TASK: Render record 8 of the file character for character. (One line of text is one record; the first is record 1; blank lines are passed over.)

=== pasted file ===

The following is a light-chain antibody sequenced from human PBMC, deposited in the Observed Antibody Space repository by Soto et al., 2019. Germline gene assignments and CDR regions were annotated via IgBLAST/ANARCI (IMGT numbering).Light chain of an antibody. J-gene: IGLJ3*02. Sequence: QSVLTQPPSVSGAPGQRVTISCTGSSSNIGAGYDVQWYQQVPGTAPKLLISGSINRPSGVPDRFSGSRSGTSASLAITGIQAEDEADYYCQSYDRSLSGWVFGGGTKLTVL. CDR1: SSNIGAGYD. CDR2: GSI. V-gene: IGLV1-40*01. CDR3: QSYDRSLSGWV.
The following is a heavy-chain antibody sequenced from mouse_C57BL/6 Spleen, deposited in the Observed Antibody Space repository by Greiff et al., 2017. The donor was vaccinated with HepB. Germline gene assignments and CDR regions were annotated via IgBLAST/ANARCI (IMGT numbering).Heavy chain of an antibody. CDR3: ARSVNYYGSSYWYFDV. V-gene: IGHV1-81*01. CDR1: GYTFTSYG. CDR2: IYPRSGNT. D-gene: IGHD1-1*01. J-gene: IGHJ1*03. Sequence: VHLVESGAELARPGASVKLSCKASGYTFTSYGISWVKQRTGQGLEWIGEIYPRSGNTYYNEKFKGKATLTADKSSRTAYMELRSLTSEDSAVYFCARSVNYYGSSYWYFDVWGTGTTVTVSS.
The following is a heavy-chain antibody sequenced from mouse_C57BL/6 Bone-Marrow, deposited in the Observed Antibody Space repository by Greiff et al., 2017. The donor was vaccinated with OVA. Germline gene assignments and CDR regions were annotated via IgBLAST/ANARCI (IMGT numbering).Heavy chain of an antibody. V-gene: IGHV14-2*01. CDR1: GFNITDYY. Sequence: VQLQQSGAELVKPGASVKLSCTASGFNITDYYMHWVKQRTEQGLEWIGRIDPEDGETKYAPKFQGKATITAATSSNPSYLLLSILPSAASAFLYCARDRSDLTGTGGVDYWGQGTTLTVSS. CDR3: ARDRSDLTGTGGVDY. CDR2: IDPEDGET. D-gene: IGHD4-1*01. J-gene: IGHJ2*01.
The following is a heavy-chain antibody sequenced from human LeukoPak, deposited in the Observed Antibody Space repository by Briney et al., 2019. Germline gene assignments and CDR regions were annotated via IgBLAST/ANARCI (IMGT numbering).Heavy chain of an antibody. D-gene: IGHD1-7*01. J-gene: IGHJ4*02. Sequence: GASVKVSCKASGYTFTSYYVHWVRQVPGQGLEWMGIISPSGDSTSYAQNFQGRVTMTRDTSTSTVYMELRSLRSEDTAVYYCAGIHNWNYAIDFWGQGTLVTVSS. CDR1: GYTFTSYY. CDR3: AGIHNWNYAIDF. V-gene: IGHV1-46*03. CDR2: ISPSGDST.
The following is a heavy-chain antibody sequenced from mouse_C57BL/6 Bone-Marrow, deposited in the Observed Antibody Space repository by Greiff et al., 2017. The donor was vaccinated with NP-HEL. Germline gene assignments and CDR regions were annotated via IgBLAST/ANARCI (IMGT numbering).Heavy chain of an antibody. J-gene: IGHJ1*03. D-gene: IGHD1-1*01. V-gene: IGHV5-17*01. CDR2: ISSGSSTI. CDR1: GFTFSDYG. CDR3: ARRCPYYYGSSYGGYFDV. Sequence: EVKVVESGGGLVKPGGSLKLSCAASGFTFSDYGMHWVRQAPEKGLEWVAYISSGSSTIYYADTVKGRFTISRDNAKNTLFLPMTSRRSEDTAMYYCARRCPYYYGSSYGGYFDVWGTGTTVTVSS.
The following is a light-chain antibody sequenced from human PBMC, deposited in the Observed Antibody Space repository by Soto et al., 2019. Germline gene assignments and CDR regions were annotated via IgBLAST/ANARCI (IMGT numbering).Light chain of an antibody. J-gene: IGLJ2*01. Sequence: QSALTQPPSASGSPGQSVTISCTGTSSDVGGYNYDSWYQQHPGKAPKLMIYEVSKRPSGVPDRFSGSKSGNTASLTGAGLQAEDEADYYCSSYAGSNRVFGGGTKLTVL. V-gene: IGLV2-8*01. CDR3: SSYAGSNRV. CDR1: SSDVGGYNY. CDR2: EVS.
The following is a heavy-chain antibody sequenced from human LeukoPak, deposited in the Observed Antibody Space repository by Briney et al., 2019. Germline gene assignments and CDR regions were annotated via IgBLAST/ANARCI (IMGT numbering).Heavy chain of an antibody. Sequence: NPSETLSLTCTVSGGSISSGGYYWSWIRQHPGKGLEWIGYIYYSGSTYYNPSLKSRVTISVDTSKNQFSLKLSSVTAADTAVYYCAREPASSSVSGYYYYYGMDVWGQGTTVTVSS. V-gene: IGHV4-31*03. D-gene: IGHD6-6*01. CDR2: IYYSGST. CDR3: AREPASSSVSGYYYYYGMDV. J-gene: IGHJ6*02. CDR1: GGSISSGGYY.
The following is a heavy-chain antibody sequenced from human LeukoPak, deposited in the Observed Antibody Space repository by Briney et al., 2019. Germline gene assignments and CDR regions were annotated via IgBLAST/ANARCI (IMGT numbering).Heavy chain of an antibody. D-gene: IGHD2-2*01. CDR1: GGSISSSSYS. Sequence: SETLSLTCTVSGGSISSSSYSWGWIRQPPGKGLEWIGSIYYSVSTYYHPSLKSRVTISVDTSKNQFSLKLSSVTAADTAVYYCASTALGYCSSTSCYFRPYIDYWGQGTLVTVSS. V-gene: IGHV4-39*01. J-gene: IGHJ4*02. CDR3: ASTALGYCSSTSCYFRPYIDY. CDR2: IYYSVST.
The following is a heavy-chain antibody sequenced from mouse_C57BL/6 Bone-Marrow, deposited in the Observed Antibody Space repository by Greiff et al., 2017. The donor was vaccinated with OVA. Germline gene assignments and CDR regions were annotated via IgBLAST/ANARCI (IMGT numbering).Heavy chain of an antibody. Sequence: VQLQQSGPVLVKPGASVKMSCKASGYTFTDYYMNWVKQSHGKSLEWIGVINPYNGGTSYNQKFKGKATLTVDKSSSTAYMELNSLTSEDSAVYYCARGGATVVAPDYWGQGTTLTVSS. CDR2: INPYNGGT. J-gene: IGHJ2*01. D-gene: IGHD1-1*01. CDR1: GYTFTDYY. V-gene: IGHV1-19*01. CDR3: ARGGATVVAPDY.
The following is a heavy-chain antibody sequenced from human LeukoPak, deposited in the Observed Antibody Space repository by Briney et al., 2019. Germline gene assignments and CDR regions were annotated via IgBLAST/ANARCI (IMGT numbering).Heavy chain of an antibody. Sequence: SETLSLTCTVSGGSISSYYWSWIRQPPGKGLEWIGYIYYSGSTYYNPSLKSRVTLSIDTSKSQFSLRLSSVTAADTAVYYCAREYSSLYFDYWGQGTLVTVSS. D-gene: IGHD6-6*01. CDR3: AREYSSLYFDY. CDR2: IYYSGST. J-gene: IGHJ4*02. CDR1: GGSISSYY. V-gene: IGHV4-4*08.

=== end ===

The following is a heavy-chain antibody sequenced from human LeukoPak, deposited in the Observed Antibody Space repository by Briney et al., 2019. Germline gene assignments and CDR regions were annotated via IgBLAST/ANARCI (IMGT numbering).Heavy chain of an antibody. D-gene: IGHD2-2*01. CDR1: GGSISSSSYS. Sequence: SETLSLTCTVSGGSISSSSYSWGWIRQPPGKGLEWIGSIYYSVSTYYHPSLKSRVTISVDTSKNQFSLKLSSVTAADTAVYYCASTALGYCSSTSCYFRPYIDYWGQGTLVTVSS. V-gene: IGHV4-39*01. J-gene: IGHJ4*02. CDR3: ASTALGYCSSTSCYFRPYIDY. CDR2: IYYSVST.